On New Year’s Day, 1860, four men sat around a dinner table in Concord, Mass., contemplating a hefty green book that had just arrived in America. Published in England barely a month before, Charles Darwin’s “On the Origin of Species” was sent by the author himself to Asa Gray, a Harvard botanist who would become one of Darwin’s staunchest defenders. Gray gave his heavily annotated copy to his wife’s cousin, child-welfare activist Charles Loring Brace, who, lecturing in Concord, brought it to the home of politician Franklin Sanborn. Besides Sanborn and Brace, the distinguished company included the philosopher Bronson Alcott and the author/naturalist Henry David Thoreau.
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Guy visits the least used train stations in the UK
via Boing Boing by Mark Frauenfelder
Geoff Marshall is making entertaining videos of his visits to the least used rail station in each county of the UK. In this episode, Geoff takes a ride in a cute little old old heritage train at Little Kimble - the least used station in Buckinghamshire.
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Crimes without criminals
via OUP Blog by Vincenzo Ruggiero
Stocks
‘business-stock-finance-market’ by 3112014. CC0 Public Domain via Pixabay.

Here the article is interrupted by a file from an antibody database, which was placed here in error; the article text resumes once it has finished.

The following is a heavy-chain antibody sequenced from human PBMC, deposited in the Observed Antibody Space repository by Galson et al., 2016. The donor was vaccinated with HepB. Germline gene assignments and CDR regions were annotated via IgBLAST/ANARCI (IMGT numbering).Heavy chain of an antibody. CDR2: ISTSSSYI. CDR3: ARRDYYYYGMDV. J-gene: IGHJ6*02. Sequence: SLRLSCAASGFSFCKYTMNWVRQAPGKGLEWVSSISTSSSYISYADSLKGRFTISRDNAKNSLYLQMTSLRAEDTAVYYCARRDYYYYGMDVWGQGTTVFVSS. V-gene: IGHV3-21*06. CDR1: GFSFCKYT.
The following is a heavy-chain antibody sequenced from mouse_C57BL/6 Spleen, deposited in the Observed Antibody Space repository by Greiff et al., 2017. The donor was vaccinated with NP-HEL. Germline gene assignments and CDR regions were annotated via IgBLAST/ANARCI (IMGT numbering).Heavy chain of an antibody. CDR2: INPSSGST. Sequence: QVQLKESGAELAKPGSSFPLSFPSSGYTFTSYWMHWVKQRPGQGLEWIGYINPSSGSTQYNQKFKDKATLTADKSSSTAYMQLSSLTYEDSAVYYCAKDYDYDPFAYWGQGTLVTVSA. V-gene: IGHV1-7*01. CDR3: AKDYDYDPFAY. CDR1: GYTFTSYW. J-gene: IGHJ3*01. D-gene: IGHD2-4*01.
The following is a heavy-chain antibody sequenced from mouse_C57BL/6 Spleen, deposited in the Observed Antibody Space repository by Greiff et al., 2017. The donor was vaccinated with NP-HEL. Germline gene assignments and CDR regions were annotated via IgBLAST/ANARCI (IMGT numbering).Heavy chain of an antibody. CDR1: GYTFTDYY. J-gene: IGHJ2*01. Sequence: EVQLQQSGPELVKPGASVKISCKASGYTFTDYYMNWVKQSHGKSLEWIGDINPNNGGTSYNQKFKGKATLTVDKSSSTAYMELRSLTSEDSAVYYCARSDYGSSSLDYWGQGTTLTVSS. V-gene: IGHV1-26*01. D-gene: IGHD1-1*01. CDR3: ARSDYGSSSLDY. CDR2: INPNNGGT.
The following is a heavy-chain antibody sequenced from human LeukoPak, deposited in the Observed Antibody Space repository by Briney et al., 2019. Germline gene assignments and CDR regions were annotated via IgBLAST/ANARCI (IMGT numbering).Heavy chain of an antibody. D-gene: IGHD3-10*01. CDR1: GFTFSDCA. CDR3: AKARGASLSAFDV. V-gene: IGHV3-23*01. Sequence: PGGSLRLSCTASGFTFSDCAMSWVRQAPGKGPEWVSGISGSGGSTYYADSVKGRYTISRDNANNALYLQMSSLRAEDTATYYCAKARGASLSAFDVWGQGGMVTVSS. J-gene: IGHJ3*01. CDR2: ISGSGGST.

There are crimes without victims and crimes without criminals. Financial crime belongs to the second type, as responsibilities for crises, crashes, bubbles, misconduct, or even fraud, are difficult to establish. The historical process that led to the disappearance of offenders from the financial sphere is fascinating.
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Lesney toys: they fit inside a matchbox
via The National Archives blog by David Gill
Selection of Matchbox toysmanufactured by Lesney between the 1960s and the 1970s
The motto goes that that the best things come in small packages. If this is true then it must surely be applicable to Lesney Toys, the original manufacturer of Matchbox model cars. After looking at the history of the Mettoy company (the creators of Corgi Toys), it would be unfair of me not to give the same treatment to Lesney, their distinguished rivals.